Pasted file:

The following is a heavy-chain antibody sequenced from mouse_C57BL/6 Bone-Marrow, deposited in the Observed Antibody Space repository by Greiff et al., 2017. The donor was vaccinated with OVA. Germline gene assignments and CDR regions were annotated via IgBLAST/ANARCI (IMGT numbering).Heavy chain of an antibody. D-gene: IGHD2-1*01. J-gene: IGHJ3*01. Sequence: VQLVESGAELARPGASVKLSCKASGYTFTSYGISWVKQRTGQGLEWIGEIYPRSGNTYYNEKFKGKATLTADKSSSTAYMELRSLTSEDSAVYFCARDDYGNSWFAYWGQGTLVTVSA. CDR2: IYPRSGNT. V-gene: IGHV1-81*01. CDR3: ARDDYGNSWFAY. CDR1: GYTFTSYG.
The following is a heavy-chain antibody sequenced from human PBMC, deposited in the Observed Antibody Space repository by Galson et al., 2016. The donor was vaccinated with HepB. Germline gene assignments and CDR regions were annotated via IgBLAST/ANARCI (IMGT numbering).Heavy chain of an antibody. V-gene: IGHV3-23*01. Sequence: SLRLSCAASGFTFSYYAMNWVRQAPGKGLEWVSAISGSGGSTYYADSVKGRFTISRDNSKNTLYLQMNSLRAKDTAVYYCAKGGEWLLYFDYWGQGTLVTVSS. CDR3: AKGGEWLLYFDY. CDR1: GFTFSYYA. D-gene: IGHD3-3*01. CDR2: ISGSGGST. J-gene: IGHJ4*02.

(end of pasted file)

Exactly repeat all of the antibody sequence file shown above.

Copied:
The following is a heavy-chain antibody sequenced from mouse_C57BL/6 Bone-Marrow, deposited in the Observed Antibody Space repository by Greiff et al., 2017. The donor was vaccinated with OVA. Germline gene assignments and CDR regions were annotated via IgBLAST/ANARCI (IMGT numbering).Heavy chain of an antibody. D-gene: IGHD2-1*01. J-gene: IGHJ3*01. Sequence: VQLVESGAELARPGASVKLSCKASGYTFTSYGISWVKQRTGQGLEWIGEIYPRSGNTYYNEKFKGKATLTADKSSSTAYMELRSLTSEDSAVYFCARDDYGNSWFAYWGQGTLVTVSA. CDR2: IYPRSGNT. V-gene: IGHV1-81*01. CDR3: ARDDYGNSWFAY. CDR1: GYTFTSYG.
The following is a heavy-chain antibody sequenced from human PBMC, deposited in the Observed Antibody Space repository by Galson et al., 2016. The donor was vaccinated with HepB. Germline gene assignments and CDR regions were annotated via IgBLAST/ANARCI (IMGT numbering).Heavy chain of an antibody. V-gene: IGHV3-23*01. Sequence: SLRLSCAASGFTFSYYAMNWVRQAPGKGLEWVSAISGSGGSTYYADSVKGRFTISRDNSKNTLYLQMNSLRAKDTAVYYCAKGGEWLLYFDYWGQGTLVTVSS. CDR3: AKGGEWLLYFDY. CDR1: GFTFSYYA. D-gene: IGHD3-3*01. CDR2: ISGSGGST. J-gene: IGHJ4*02.